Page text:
2.       Challenges

a.       Government recorded 1.7 million ton of textile waste last year alone from half of the country’s 514 administrative regions. Est: 2-3 million tons of waste. 

b.       Cheap fabrics and clothes from overseas continuously flooded the Indonesia markets: online and offline.

c.       Lack of infrastructure (recycled textile waste facility), expertise, investment, resources, technology and hard to find out where to start.

d.       More important: Need more campaign, promotion, incentives and initiatives. 

e.       One example, it’s hard to get a right volume and price for a post-consumer hotel materials like towels and bed sheets. I spent 1.5 years and found it that many of the used towels and used bed sheet are being resold, including on the market place, with a relatively too high a price to be used for recycled materials. I understand from my research that certain star hotels used their towels for two years (longer during COVID), while lower-star hotels can go for 4-5 years even 7 years. Challenge for a commercial-scale project: volume, price and quality. What can we take or recycle for a towel or bedsheet that has spent 5 or 7 years in the laundry?

      But, there must some sort of opportunity: IF parties, hoteliers can work with the industry, from the very beginning, to design the circularity of the products.  

f.        Managing used clothes are still challenging due to the lack of integration and partnership. Consequently, the cost of collecting, transporting and storage is high.

g.       The real risk for industry players is the cost (investment) for transition shift from producing conventional fashion to circular fashion.

3.       Actions that companies can take:

a.       Start an immediate action. This transition is real and countries and group of countries have constantly regulating/raising the standards for the sustainable and circular textiles.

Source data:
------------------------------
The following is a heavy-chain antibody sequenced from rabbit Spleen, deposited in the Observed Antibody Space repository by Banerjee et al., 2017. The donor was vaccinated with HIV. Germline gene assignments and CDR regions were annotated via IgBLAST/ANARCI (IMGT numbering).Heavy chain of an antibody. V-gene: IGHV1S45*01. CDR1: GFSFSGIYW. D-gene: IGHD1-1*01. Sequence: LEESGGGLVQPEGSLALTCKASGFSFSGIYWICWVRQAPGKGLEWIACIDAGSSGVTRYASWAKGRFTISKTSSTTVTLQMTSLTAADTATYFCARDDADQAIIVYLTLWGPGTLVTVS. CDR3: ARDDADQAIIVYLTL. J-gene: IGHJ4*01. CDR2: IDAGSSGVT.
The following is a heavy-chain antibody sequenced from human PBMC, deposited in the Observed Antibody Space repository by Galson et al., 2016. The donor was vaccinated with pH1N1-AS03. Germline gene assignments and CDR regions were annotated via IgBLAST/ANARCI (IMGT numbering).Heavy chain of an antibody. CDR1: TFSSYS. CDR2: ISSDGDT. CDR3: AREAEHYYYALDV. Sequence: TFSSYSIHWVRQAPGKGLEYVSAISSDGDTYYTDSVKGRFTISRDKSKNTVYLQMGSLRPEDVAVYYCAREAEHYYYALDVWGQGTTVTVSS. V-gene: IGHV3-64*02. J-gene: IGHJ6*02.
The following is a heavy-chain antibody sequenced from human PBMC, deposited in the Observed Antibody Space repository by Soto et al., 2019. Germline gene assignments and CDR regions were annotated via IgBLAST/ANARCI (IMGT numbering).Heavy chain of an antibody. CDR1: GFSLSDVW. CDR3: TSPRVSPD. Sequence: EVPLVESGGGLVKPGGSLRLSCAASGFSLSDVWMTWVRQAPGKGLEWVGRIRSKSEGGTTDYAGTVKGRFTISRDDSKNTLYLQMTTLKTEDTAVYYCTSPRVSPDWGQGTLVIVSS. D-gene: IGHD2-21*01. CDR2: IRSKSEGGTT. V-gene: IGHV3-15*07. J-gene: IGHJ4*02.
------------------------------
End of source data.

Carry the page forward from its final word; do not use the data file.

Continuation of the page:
b.       Convene for a collaborative pilot project to, for example, determine the feasibility of establishing Indonesia’s first commercial-scale recycled textile facility.

c.       Taking an active role to plan and execute a series of strategic campaigns and events (with incentives from the government) to boost the awareness of sustainable and circular fashion among youths, women, fashion brands and industry players.

Fitrian Ardiansyah

  1. Policies and governance:

o   Circular fashion requires comprehensive policies that interconnect between consuming countries and producing countries. At consuming countries like in the EU or European countries (e.g. as part of European Green Deal) there are certain policies that need to be strengthened to minimize the use of finite and non-recyclable resources while encouraging the uptake of innovative products. For instance, the consuming countries often do not recognize the combined recycled cotton and other non-recycled fabrics as one valued product. By acknowledging this (not only 100% recycled cotton), consuming countries will help producing countries to produced more innovative circular products within their economic and planetary boundaries (i.e. reducing left-over products that will end up at landfills).